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Banks’ finance for clean energy still lags behind fossil fuels, report says

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Banks gave 81 cents in financing support to low-carbon energy supply for every dollar they provided to fossil fuels in 2021, but they will need to ramp up their commitments much further for the world to hit its climate goals, according to a new report.

Several climate scenarios suggest that to limit global temperature rises to 1.5°C above the pre-industrial average, the world needs to be investing $4 in renewable energy for every $1 invested in fossil fuels by 2030.

Energy analysts BloombergNEF compiled data from 1,142 banks for what it calls an 'Energy Supply Banking Ratio' to assess whether banks are aligning their financing to the real economy and the 1.5°C target.

In 2021, bank financing for energy supply totalled $1.9tn, just over $1tn of which went to fossil fuels and $842bn to low-carbon energy projects and companies, according to the report.

The bank financing ratio, of 81 cents to $1, was below the global energy supply investment ratio of 90 cents to $1. The latter ratio has been climbing in recent years from around 0.45:1 between 2011 and 2015.

"While a bounce in fossil fuel investment is expected to counter the disruption caused by Russia’s invasion of Ukraine, the underlying economics of low-carbon energy supply mean its growth will be sustained," said BloombergNEF CEO Jon Moore, noting 2022's 15 per cent rise in low-carbon energy supply investment.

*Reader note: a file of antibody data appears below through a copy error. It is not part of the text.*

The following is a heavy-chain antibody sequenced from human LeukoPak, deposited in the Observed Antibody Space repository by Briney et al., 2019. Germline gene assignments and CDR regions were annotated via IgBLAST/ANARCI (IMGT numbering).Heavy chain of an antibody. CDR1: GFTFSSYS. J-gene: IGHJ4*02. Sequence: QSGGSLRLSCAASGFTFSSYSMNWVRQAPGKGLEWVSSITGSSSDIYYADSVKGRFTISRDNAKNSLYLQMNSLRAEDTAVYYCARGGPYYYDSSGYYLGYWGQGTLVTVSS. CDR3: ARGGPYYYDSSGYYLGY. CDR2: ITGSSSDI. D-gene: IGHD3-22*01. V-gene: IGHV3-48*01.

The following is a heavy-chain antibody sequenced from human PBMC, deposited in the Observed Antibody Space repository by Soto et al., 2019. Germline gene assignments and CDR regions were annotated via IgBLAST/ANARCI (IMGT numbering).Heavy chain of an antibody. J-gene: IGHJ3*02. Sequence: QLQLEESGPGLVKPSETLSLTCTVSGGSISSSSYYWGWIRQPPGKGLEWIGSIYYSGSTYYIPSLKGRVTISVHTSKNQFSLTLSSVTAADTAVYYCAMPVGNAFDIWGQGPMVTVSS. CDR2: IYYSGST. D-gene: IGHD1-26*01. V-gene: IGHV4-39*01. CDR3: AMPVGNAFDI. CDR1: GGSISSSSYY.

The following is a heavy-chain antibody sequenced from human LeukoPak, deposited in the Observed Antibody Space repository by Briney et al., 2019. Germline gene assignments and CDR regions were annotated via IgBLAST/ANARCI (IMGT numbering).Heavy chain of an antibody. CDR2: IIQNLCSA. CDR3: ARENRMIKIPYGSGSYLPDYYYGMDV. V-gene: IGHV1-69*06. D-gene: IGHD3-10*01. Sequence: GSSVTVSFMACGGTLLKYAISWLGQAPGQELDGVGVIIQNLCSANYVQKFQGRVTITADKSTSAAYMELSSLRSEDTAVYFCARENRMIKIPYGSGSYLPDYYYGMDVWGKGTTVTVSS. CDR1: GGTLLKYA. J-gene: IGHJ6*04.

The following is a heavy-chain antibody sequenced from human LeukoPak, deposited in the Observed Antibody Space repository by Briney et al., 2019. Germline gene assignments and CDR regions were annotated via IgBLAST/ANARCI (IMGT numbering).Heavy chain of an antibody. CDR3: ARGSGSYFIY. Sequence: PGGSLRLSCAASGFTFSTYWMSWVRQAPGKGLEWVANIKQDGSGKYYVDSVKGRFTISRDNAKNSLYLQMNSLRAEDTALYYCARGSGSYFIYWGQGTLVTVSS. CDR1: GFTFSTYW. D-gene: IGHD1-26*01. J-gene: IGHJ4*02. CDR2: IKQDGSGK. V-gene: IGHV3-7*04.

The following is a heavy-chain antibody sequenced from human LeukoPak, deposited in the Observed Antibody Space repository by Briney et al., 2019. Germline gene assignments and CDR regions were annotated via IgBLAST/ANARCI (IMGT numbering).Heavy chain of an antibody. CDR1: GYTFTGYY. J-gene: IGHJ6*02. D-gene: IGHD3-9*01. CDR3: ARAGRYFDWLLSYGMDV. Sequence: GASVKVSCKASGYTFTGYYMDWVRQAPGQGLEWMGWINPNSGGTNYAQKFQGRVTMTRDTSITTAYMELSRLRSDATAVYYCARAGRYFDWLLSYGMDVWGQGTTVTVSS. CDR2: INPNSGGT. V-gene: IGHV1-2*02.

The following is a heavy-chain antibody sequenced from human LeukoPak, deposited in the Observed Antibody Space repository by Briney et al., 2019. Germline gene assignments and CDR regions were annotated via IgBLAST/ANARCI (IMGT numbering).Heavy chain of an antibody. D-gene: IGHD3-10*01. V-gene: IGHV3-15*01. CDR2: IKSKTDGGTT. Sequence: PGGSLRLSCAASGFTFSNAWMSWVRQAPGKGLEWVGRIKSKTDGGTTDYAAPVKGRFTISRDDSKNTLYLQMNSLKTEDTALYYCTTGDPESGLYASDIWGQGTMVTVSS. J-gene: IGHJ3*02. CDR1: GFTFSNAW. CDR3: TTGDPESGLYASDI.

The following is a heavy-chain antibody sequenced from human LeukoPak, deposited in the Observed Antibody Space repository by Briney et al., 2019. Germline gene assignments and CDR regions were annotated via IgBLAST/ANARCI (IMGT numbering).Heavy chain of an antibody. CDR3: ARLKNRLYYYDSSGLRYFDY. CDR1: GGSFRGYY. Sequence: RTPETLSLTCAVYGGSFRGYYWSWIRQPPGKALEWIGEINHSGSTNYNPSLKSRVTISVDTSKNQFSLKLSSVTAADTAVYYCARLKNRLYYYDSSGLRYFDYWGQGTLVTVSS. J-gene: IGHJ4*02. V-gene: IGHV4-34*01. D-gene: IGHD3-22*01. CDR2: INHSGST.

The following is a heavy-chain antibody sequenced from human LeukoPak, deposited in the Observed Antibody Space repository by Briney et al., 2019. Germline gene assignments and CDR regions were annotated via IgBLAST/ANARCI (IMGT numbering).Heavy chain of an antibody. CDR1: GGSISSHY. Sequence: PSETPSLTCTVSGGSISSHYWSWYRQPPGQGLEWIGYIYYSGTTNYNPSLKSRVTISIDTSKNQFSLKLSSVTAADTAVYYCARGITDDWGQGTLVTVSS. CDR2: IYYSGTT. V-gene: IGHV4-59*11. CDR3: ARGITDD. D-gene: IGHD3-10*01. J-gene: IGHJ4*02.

Individual banks' financing ratios varied. The Royal Bank of Canada had a 0.4 ratio and JP Morgan 0.7, against BNP Paribas' 1.7 and Deutsche Bank's 2.2, according to BloombergNEF, which said differences reflect geographic focus, client bases and strategies.

A spokesperson for JP Morgan said the bank provides financing across the energy sector and has a target to extend $1tn for green initiatives by 2030. RBC did not respond to requests for comment.

The report's findings differ from another study published by environmental groups last month which said the share of bank financing going to renewables had stagnated. BloombergNEF said its research covered financing from far more banks than other studies.

The full report from BloombergNEF – 'Financing the Transition: Energy Supply Investment and Bank Financing Activity' – is available online.

Last month, a group of 30 investors representing over $1.5tn (£1.24tn) in assets wrote to major banks urging them to stop directly financing new oil and gas fields by the end of this year.

The investors, who include Candriam, La Française Asset Management and Brunel Pension Partnership, expressed concern that new oil and gas fields may jeopardise the global path to net zero.

Coordinated by ShareAction, the letters were written to banks including Barclays, BNP Paribas, Crédit Agricole, Deutsche Bank and Societe Generale.

In December last year, a report warned that European banks were continuing to fund fossil fuel projects despite their stated climate pledges. Campaigners urged the banks to take more action on tackling climate change, such as efforts to reduce emissions and safeguarding nature.

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